The European Food Safety Authority’s (EFSA) Scientific Panel on Genetically Modified Organisms (GMO Panel) has published today two opinions on 1507 maize relating to (i) food use and (ii) import, feed and industrial processing and cultivation. GM 1507 maize has been developed for protection against specific lepidopteran pests such as the European corn borer. It also contains a gene providing tolerance to the herbicide glufosinate. This is the first application reviewed by the EFSA GMO Panel under the GM Food and Feed Regulation. It is also the first time that EFSA’s GMO Panel has published an opinion relating to GM plant cultivation. The Panel has concluded that 1507 maize will not have an adverse effect on human and animal health or the environment in the context of its proposed use. No data have emerged to indicate that 1507 maize is any less safe than its conventional counterpart.
The GM 1507 maize was assessed with reference to its intended use employing the appropriate principles as described in the “Guidance Document of the Scientific Panel on Genetically Modified Organisms for the Risk Assessment of Genetically Modified Plants and Derived Food and Feed” published by EFSA*. In addition to the examination of newly introduced DNA and proteins, comparative analyses of agronomic traits and composition were undertaken so that both nutritional quality and safety of the whole food and feed were evaluated. Furthermore a full environmental assessment was undertaken, including an assessment of the post-market monitoring plan.
In developing the opinion regarding food use**, EFSA held a more centralised role in the assessment process by liaising and consulting with Member States. This is in contrast to previous risk assessments whereby EFSA was consulted by the European Commission when issues of risk were raised by Member States. In considering all information and following consultations with Member States the Panel concluded that 1507 maize for food use does not raise safety concerns for human and animal health.
In its first environmental risk assessment with regard to cultivation of a GM crop***,the possible development of resistance in corn borers as a result of exposure to 1507 maize over several years, was identified. However, the case-specific monitoring plan to record the development of resistance, as provided by the applicant, was judged adequate to address this potential risk. The Panel also evaluated the applicant’s general surveillance plan and made recommendations to improve its scientific value, notably through more focused data collection. The Panel considers that 1507 maize will have similar impacts on the environment as other comparable non-GM maize cultivated plant varieties.
In conclusion, the Panel is of the opinion that there is no evidence to indicate that the placing of 1507 maize and derived products on the market is likely to cause adverse effects on human or animal health or the environment.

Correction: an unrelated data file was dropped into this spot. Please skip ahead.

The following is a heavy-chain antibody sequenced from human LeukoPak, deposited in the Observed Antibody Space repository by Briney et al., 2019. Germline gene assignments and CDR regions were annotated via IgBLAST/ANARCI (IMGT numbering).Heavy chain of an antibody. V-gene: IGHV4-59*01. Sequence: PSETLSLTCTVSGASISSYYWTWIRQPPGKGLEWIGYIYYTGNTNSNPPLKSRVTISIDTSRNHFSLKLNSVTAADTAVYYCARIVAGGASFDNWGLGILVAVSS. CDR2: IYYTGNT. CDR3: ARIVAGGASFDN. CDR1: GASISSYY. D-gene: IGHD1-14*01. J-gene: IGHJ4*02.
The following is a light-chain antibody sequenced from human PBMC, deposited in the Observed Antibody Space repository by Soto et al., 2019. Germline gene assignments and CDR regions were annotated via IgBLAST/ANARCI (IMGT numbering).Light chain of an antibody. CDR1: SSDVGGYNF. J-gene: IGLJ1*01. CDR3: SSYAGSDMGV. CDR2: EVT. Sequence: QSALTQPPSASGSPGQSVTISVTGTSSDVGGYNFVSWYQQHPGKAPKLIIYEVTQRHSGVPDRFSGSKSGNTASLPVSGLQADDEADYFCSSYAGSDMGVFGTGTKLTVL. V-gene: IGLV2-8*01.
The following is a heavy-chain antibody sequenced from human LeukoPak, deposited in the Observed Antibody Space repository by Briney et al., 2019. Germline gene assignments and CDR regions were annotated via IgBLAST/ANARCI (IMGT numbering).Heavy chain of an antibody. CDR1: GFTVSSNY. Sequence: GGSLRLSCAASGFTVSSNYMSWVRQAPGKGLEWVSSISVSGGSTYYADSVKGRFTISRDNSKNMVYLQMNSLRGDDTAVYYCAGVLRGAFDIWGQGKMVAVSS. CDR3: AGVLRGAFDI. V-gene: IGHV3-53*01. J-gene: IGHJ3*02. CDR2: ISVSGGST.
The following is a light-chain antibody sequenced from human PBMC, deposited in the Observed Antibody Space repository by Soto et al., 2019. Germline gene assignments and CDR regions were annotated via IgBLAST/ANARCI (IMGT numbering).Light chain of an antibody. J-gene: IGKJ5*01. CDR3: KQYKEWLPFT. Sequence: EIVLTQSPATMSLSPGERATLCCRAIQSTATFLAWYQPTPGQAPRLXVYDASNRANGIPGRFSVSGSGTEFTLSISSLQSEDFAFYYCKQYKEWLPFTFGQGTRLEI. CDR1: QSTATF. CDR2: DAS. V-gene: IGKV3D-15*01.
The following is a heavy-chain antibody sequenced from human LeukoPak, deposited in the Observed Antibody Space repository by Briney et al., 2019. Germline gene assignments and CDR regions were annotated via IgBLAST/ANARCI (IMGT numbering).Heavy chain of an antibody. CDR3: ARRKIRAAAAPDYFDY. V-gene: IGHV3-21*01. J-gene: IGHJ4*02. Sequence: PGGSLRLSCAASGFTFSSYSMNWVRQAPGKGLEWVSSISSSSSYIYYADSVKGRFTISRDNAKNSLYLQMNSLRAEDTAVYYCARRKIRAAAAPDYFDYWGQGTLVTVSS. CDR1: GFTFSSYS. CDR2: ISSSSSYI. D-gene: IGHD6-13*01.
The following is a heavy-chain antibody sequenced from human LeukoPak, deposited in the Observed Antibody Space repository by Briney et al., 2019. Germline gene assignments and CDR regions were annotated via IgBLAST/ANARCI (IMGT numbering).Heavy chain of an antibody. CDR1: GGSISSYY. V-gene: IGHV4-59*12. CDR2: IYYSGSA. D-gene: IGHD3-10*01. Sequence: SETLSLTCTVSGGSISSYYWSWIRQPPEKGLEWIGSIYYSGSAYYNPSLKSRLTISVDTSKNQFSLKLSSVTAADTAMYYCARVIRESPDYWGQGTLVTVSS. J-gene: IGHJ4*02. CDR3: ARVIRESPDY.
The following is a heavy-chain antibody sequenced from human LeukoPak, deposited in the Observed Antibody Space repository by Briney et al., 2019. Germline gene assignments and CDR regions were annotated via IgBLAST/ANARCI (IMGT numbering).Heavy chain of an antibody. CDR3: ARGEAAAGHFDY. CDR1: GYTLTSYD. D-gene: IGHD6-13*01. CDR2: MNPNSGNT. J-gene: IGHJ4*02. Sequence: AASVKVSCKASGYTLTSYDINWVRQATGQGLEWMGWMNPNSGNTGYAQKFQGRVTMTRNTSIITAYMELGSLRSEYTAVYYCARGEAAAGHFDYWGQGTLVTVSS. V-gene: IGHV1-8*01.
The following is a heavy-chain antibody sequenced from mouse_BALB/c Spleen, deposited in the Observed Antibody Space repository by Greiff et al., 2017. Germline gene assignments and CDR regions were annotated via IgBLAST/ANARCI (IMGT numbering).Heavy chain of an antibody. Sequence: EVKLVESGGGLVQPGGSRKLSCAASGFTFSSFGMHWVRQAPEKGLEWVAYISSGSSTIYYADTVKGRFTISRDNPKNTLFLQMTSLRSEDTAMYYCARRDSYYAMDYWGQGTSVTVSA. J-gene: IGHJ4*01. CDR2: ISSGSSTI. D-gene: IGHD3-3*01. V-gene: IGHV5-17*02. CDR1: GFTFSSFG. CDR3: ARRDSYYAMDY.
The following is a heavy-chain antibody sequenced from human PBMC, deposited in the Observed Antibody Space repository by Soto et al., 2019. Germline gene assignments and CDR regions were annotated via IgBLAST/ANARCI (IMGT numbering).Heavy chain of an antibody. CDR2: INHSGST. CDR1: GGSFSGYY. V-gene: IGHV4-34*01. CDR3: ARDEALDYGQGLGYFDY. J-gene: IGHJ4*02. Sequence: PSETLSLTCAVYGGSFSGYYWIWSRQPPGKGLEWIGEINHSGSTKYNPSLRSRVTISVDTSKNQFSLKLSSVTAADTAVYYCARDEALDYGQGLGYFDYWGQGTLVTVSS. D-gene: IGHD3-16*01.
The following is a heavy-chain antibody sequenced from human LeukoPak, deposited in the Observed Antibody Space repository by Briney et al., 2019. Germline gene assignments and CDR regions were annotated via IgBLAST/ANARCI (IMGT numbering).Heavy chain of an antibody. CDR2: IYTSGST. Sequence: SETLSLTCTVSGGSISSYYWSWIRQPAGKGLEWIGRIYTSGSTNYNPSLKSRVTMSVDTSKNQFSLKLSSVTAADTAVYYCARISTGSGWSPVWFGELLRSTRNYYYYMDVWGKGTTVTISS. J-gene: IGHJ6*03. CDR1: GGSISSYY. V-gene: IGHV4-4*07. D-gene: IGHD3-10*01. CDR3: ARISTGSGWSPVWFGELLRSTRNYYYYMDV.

It should be noted that the evaluation of the complementary herbicide glufosinate is not part of the evaluation of 1507 maize as carried out by the GMO Panel addressed in these opinions. The pesticide evaluation is currently being evaluated by EFSA’sPRAPeR unit (Pesticide Risk Assessment Peer Review) as part of the review programme for existing substances under Community legislation concerning pesticides.
- On 24 September 2004, the GMO Panel issued an opinion relating to the import and processing of GM 1507 maize: Opinion of the Scientific Panel on Genetically Modified Organisms on a request from the Commission related to the Notification (Reference C/NL/00/10) for the placing on the market of insect-tolerant genetically modified maize 1507, for import and processing, under Part C of Directive 2001/18/EC from Pioneer Hi-Bred International/Mycogen Seeds, The EFSA Journal (2004) 124, 1-18 .
- Within the framework of Directive 2001/18/EC on the deliberate release into the environment of genetically modified organisms, applications for the placing on the market of genetically modified organisms (GMOs) are transmitted to the European Food Safety Authority (EFSA) following a request for an opinion by the European Commission.
- Regulation (EC) No 1829/2003 on genetically modified food and feed applies to applications for the placing on the market – in the territory of the European Union – of the following products: GMOs for food and feed use and food and feed containing GMOs, consisting of such organisms or produced from GMOs. Application are submitted to EFSA via a Member State.
- Under the regulation on GM food and feed and in addition to the risk assessment carried out by the GMO Panel, EFSA is in charge of compiling all of the documentation required for GM applications under the regulation on GM food and feed. This includes detection methods validated by the Community Reference Laboratory and a labelling proposal submitted by the applicant.
- Community legislation concerning pesticides: Council Directive 91/414/EEC concerning the placing of plant protection products on the market and its amendments and Commission Regulation (EC) No 451/2000 laying down the detailed rules for the implementation of the second and third stages of the work programme referred to in Article 8(2) of Council Directive 91/414./EEC and its amendments